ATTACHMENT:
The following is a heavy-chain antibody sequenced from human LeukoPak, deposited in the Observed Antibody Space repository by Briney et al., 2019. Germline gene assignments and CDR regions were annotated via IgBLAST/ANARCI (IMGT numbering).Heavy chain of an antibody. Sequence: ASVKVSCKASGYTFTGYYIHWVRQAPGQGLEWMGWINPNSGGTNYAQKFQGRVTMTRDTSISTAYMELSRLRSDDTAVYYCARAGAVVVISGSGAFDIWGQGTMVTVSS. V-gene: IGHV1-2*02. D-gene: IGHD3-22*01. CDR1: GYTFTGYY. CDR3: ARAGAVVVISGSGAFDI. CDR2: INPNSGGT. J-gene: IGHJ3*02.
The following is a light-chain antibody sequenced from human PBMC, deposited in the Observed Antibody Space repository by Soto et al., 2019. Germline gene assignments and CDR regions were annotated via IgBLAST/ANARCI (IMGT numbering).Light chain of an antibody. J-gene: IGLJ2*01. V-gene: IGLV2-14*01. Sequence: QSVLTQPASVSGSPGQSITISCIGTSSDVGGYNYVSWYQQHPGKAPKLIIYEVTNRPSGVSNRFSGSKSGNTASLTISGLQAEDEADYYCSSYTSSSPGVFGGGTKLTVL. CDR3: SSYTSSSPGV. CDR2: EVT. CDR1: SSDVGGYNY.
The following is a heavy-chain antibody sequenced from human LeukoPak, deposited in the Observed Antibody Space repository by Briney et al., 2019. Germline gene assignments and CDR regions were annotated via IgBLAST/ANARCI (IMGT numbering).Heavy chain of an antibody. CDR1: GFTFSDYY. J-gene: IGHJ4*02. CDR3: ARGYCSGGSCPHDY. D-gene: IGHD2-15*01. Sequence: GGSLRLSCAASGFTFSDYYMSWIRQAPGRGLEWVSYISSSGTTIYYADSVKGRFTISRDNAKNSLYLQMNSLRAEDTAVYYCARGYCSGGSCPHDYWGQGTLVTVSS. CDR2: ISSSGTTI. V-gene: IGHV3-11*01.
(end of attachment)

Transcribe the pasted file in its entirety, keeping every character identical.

The following is a heavy-chain antibody sequenced from human LeukoPak, deposited in the Observed Antibody Space repository by Briney et al., 2019. Germline gene assignments and CDR regions were annotated via IgBLAST/ANARCI (IMGT numbering).Heavy chain of an antibody. Sequence: ASVKVSCKASGYTFTGYYIHWVRQAPGQGLEWMGWINPNSGGTNYAQKFQGRVTMTRDTSISTAYMELSRLRSDDTAVYYCARAGAVVVISGSGAFDIWGQGTMVTVSS. V-gene: IGHV1-2*02. D-gene: IGHD3-22*01. CDR1: GYTFTGYY. CDR3: ARAGAVVVISGSGAFDI. CDR2: INPNSGGT. J-gene: IGHJ3*02.
The following is a light-chain antibody sequenced from human PBMC, deposited in the Observed Antibody Space repository by Soto et al., 2019. Germline gene assignments and CDR regions were annotated via IgBLAST/ANARCI (IMGT numbering).Light chain of an antibody. J-gene: IGLJ2*01. V-gene: IGLV2-14*01. Sequence: QSVLTQPASVSGSPGQSITISCIGTSSDVGGYNYVSWYQQHPGKAPKLIIYEVTNRPSGVSNRFSGSKSGNTASLTISGLQAEDEADYYCSSYTSSSPGVFGGGTKLTVL. CDR3: SSYTSSSPGV. CDR2: EVT. CDR1: SSDVGGYNY.
The following is a heavy-chain antibody sequenced from human LeukoPak, deposited in the Observed Antibody Space repository by Briney et al., 2019. Germline gene assignments and CDR regions were annotated via IgBLAST/ANARCI (IMGT numbering).Heavy chain of an antibody. CDR1: GFTFSDYY. J-gene: IGHJ4*02. CDR3: ARGYCSGGSCPHDY. D-gene: IGHD2-15*01. Sequence: GGSLRLSCAASGFTFSDYYMSWIRQAPGRGLEWVSYISSSGTTIYYADSVKGRFTISRDNAKNSLYLQMNSLRAEDTAVYYCARGYCSGGSCPHDYWGQGTLVTVSS. CDR2: ISSSGTTI. V-gene: IGHV3-11*01.